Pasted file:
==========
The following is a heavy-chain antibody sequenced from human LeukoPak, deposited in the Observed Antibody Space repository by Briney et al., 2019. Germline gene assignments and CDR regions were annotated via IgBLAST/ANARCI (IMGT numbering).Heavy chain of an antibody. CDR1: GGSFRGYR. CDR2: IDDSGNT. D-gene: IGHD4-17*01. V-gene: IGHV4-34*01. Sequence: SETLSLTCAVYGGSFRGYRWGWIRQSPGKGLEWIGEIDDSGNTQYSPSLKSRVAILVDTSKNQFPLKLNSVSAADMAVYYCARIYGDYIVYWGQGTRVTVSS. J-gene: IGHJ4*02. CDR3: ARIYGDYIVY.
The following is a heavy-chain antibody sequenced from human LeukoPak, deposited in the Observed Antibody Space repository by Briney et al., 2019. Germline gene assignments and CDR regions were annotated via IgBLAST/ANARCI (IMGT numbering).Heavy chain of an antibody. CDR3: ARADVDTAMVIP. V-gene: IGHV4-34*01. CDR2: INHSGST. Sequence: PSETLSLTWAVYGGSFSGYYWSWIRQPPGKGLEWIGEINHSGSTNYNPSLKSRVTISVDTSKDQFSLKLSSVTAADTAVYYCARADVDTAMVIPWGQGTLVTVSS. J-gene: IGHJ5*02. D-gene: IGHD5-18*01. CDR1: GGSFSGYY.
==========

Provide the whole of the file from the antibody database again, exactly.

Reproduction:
The following is a heavy-chain antibody sequenced from human LeukoPak, deposited in the Observed Antibody Space repository by Briney et al., 2019. Germline gene assignments and CDR regions were annotated via IgBLAST/ANARCI (IMGT numbering).Heavy chain of an antibody. CDR1: GGSFRGYR. CDR2: IDDSGNT. D-gene: IGHD4-17*01. V-gene: IGHV4-34*01. Sequence: SETLSLTCAVYGGSFRGYRWGWIRQSPGKGLEWIGEIDDSGNTQYSPSLKSRVAILVDTSKNQFPLKLNSVSAADMAVYYCARIYGDYIVYWGQGTRVTVSS. J-gene: IGHJ4*02. CDR3: ARIYGDYIVY.
The following is a heavy-chain antibody sequenced from human LeukoPak, deposited in the Observed Antibody Space repository by Briney et al., 2019. Germline gene assignments and CDR regions were annotated via IgBLAST/ANARCI (IMGT numbering).Heavy chain of an antibody. CDR3: ARADVDTAMVIP. V-gene: IGHV4-34*01. CDR2: INHSGST. Sequence: PSETLSLTWAVYGGSFSGYYWSWIRQPPGKGLEWIGEINHSGSTNYNPSLKSRVTISVDTSKDQFSLKLSSVTAADTAVYYCARADVDTAMVIPWGQGTLVTVSS. J-gene: IGHJ5*02. D-gene: IGHD5-18*01. CDR1: GGSFSGYY.